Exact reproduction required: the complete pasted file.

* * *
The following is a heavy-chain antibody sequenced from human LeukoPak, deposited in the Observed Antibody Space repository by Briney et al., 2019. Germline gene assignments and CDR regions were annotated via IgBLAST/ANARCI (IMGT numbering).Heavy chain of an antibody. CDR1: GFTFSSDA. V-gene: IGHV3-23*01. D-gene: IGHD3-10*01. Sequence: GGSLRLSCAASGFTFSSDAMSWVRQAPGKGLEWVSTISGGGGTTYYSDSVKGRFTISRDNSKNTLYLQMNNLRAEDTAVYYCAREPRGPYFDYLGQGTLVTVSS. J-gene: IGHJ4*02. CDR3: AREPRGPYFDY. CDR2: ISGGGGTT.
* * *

The following is a heavy-chain antibody sequenced from human LeukoPak, deposited in the Observed Antibody Space repository by Briney et al., 2019. Germline gene assignments and CDR regions were annotated via IgBLAST/ANARCI (IMGT numbering).Heavy chain of an antibody. CDR1: GFTFSSDA. V-gene: IGHV3-23*01. D-gene: IGHD3-10*01. Sequence: GGSLRLSCAASGFTFSSDAMSWVRQAPGKGLEWVSTISGGGGTTYYSDSVKGRFTISRDNSKNTLYLQMNNLRAEDTAVYYCAREPRGPYFDYLGQGTLVTVSS. J-gene: IGHJ4*02. CDR3: AREPRGPYFDY. CDR2: ISGGGGTT.